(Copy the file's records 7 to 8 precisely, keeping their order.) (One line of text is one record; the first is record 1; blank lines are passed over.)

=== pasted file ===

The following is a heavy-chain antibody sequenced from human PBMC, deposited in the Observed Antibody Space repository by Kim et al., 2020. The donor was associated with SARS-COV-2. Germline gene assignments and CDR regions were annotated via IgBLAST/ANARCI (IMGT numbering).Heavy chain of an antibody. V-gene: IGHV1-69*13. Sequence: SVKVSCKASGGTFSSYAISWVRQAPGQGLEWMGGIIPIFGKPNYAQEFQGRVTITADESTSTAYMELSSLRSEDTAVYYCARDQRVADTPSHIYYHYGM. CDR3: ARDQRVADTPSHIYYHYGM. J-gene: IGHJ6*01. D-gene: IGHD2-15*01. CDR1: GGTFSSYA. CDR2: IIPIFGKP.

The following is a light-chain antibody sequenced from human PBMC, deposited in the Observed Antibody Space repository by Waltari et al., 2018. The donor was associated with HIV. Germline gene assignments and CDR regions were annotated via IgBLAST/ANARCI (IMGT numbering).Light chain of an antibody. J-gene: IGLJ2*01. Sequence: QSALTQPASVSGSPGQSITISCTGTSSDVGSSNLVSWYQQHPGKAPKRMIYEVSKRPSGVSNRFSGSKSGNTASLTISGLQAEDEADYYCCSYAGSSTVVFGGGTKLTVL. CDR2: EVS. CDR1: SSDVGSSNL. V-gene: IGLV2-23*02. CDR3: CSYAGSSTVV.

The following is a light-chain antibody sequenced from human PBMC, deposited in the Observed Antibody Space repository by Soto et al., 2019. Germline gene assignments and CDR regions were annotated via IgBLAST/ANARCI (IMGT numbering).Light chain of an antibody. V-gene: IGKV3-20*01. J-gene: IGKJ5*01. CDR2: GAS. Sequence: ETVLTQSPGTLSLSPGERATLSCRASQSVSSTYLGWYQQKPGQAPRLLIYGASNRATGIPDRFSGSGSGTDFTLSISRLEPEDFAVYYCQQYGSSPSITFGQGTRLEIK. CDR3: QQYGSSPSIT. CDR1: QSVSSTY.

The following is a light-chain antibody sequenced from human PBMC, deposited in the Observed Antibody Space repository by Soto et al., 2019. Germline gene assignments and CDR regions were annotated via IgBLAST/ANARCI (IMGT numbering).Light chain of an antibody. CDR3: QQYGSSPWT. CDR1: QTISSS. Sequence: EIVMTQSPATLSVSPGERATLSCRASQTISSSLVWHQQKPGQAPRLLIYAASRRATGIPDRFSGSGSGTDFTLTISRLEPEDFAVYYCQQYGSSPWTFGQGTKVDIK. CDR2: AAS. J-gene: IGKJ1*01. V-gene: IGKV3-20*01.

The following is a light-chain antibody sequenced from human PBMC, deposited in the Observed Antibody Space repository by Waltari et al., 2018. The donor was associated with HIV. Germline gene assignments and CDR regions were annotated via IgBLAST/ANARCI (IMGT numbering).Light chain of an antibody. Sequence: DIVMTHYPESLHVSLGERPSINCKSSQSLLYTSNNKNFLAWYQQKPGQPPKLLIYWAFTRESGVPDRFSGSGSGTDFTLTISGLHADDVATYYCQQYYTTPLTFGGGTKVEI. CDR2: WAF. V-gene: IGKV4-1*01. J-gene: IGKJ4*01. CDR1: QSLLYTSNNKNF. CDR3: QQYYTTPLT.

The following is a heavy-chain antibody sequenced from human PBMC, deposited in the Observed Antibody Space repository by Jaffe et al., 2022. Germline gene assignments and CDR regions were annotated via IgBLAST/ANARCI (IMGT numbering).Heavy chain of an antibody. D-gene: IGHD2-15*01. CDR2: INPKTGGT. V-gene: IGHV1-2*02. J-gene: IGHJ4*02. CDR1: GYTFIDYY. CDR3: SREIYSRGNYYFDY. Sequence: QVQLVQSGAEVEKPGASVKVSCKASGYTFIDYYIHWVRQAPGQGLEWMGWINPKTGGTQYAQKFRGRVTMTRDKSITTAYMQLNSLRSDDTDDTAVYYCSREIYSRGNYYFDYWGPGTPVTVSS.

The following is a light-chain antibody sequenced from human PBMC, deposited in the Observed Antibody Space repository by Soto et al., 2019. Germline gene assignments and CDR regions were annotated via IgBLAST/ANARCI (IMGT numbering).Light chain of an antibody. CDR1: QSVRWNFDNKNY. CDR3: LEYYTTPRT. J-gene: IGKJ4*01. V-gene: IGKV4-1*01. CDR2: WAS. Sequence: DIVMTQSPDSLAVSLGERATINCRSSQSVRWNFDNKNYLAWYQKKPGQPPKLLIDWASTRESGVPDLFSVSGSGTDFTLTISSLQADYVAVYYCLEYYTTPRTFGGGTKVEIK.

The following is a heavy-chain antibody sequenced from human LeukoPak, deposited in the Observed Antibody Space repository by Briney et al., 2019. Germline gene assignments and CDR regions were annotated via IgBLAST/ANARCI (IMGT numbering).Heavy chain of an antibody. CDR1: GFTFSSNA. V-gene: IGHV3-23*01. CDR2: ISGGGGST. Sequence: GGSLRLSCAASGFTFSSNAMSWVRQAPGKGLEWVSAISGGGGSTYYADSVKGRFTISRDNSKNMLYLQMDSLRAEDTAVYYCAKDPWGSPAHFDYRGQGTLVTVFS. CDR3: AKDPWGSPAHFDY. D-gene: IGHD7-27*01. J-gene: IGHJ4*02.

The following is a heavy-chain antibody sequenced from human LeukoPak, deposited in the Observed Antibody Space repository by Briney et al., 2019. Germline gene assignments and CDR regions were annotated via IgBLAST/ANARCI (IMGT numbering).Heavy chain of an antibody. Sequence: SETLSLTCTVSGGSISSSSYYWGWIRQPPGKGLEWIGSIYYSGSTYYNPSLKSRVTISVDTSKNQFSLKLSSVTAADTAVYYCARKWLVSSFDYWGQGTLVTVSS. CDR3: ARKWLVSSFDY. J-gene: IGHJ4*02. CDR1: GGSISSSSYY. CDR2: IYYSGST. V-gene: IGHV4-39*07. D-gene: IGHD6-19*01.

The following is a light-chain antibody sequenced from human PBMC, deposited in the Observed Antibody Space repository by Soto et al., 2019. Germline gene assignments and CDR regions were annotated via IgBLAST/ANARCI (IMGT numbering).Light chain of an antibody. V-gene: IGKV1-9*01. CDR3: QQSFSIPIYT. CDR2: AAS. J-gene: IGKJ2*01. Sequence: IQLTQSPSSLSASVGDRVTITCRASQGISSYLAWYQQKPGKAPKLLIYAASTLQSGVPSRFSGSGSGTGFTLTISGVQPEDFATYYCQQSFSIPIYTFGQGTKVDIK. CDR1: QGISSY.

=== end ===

The following is a light-chain antibody sequenced from human PBMC, deposited in the Observed Antibody Space repository by Soto et al., 2019. Germline gene assignments and CDR regions were annotated via IgBLAST/ANARCI (IMGT numbering).Light chain of an antibody. CDR1: QSVRWNFDNKNY. CDR3: LEYYTTPRT. J-gene: IGKJ4*01. V-gene: IGKV4-1*01. CDR2: WAS. Sequence: DIVMTQSPDSLAVSLGERATINCRSSQSVRWNFDNKNYLAWYQKKPGQPPKLLIDWASTRESGVPDLFSVSGSGTDFTLTISSLQADYVAVYYCLEYYTTPRTFGGGTKVEIK.

The following is a heavy-chain antibody sequenced from human LeukoPak, deposited in the Observed Antibody Space repository by Briney et al., 2019. Germline gene assignments and CDR regions were annotated via IgBLAST/ANARCI (IMGT numbering).Heavy chain of an antibody. CDR1: GFTFSSNA. V-gene: IGHV3-23*01. CDR2: ISGGGGST. Sequence: GGSLRLSCAASGFTFSSNAMSWVRQAPGKGLEWVSAISGGGGSTYYADSVKGRFTISRDNSKNMLYLQMDSLRAEDTAVYYCAKDPWGSPAHFDYRGQGTLVTVFS. CDR3: AKDPWGSPAHFDY. D-gene: IGHD7-27*01. J-gene: IGHJ4*02.